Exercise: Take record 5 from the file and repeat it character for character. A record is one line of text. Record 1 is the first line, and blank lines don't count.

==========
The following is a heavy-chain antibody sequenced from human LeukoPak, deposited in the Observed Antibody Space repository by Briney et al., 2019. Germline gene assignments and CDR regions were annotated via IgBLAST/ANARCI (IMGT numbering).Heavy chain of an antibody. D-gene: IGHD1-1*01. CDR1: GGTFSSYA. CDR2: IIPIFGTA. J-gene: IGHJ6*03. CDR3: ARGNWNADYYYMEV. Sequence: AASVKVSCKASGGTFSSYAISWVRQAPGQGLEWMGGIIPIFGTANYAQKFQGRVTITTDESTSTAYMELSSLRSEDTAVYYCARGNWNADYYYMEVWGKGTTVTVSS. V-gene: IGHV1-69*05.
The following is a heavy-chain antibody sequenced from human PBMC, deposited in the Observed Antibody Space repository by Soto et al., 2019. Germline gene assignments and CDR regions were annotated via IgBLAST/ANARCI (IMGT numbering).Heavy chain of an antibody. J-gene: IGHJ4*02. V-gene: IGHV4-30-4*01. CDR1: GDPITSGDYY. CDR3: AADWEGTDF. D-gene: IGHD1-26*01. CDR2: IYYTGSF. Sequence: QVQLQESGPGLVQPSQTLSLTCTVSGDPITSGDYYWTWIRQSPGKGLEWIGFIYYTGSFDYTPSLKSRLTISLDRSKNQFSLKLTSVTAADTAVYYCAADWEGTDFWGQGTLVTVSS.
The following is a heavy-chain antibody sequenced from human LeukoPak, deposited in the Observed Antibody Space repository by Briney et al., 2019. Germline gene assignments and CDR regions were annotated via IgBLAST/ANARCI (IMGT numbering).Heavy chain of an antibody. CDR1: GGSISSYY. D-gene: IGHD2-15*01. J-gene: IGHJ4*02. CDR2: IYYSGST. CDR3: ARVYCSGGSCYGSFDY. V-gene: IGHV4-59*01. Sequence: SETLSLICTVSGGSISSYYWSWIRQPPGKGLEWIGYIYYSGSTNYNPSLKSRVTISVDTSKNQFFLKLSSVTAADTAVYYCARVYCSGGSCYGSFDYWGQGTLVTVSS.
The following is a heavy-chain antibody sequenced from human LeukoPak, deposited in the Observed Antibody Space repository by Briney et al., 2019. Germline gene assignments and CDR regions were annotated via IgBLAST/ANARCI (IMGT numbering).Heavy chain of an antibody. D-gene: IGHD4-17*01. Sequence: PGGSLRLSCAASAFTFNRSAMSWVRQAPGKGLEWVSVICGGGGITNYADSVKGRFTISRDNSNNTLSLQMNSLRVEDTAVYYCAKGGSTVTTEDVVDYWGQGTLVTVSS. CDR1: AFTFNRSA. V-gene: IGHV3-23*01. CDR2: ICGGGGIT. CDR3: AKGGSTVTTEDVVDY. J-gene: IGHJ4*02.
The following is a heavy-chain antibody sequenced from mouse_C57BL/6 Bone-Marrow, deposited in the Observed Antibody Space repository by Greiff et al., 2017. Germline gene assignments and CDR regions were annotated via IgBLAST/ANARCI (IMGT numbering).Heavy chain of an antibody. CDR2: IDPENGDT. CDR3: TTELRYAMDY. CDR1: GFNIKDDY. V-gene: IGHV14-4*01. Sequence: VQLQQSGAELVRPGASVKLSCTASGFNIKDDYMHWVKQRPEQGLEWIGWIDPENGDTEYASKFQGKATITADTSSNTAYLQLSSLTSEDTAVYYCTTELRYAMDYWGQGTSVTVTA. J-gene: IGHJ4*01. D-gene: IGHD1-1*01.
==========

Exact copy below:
The following is a heavy-chain antibody sequenced from mouse_C57BL/6 Bone-Marrow, deposited in the Observed Antibody Space repository by Greiff et al., 2017. Germline gene assignments and CDR regions were annotated via IgBLAST/ANARCI (IMGT numbering).Heavy chain of an antibody. CDR2: IDPENGDT. CDR3: TTELRYAMDY. CDR1: GFNIKDDY. V-gene: IGHV14-4*01. Sequence: VQLQQSGAELVRPGASVKLSCTASGFNIKDDYMHWVKQRPEQGLEWIGWIDPENGDTEYASKFQGKATITADTSSNTAYLQLSSLTSEDTAVYYCTTELRYAMDYWGQGTSVTVTA. J-gene: IGHJ4*01. D-gene: IGHD1-1*01.